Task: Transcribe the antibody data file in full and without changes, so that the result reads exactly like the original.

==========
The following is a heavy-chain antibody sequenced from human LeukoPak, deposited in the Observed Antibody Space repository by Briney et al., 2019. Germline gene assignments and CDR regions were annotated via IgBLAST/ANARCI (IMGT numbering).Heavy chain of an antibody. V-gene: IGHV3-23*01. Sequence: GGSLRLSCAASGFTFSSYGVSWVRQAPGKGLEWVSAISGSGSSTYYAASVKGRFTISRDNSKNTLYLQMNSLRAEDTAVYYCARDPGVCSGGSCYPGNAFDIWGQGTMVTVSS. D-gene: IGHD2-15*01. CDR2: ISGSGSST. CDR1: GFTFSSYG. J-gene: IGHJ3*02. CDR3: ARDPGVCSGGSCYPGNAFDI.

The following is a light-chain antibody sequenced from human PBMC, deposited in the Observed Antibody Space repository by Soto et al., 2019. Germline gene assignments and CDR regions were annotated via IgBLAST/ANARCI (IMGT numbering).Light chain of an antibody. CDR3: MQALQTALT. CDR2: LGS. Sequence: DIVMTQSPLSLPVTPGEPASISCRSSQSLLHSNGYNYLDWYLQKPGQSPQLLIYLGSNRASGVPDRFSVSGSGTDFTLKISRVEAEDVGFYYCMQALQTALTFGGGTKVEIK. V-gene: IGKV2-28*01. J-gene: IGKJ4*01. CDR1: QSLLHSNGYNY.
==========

The following is a heavy-chain antibody sequenced from human LeukoPak, deposited in the Observed Antibody Space repository by Briney et al., 2019. Germline gene assignments and CDR regions were annotated via IgBLAST/ANARCI (IMGT numbering).Heavy chain of an antibody. V-gene: IGHV3-23*01. Sequence: GGSLRLSCAASGFTFSSYGVSWVRQAPGKGLEWVSAISGSGSSTYYAASVKGRFTISRDNSKNTLYLQMNSLRAEDTAVYYCARDPGVCSGGSCYPGNAFDIWGQGTMVTVSS. D-gene: IGHD2-15*01. CDR2: ISGSGSST. CDR1: GFTFSSYG. J-gene: IGHJ3*02. CDR3: ARDPGVCSGGSCYPGNAFDI.

The following is a light-chain antibody sequenced from human PBMC, deposited in the Observed Antibody Space repository by Soto et al., 2019. Germline gene assignments and CDR regions were annotated via IgBLAST/ANARCI (IMGT numbering).Light chain of an antibody. CDR3: MQALQTALT. CDR2: LGS. Sequence: DIVMTQSPLSLPVTPGEPASISCRSSQSLLHSNGYNYLDWYLQKPGQSPQLLIYLGSNRASGVPDRFSVSGSGTDFTLKISRVEAEDVGFYYCMQALQTALTFGGGTKVEIK. V-gene: IGKV2-28*01. J-gene: IGKJ4*01. CDR1: QSLLHSNGYNY.